Research published in this week's British Medical Journal suggests some disturbing shortcomings in trials of newer antidepressants with children. The researchers conclude that antidepressant drugs cannot confidently be recommended as a treatment option for childhood depression.
The researchers arrived at their conclusions by reviewing six published trials of newer antidepressants in children. They analysed each study's methods and the extent to which the various authors conclusions were supported by data.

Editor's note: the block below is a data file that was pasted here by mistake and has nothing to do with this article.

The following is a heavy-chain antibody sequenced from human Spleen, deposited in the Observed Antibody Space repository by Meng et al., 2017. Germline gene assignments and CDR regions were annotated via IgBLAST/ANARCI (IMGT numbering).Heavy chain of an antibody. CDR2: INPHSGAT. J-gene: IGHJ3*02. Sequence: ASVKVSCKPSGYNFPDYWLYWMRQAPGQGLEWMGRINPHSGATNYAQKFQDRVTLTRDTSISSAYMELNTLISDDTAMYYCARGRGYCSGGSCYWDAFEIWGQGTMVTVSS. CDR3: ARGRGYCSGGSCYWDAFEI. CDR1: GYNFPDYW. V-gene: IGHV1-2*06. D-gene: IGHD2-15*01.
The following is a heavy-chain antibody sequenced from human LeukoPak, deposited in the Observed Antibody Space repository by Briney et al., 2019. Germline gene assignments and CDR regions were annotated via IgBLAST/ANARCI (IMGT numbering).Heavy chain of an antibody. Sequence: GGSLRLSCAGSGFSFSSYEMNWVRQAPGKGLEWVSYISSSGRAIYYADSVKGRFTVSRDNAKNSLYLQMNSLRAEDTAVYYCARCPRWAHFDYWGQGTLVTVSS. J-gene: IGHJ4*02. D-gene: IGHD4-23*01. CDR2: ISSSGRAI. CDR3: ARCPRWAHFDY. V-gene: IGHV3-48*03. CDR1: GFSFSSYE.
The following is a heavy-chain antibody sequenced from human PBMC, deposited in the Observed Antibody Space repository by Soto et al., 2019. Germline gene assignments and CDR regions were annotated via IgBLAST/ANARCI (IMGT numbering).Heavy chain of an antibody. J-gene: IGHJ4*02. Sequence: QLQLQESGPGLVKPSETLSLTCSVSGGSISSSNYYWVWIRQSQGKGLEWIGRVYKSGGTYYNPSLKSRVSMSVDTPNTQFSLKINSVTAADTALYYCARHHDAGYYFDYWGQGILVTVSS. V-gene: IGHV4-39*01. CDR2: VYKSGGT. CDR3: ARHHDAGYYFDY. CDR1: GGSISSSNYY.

The authors say drug companies paid for the trials and otherwise remunerated the authors of at least three of the four larger studies. The trials consistently exaggerated the benefits of drugs and downplayed the side effects.
Biased reporting and over-confident recommendations in treatment guidelines may mislead doctors, patients, and families, they say. Many will undervalue non-drug treatments that are probably both safer and more effective.
Trustworthy trial results are a foundation of good medical care. It is vital that authors, reviewers, and editors ensure that published interpretations of data are more reasonable and balanced than is the case in the industry dominated literature on childhood antidepressants, they conclude.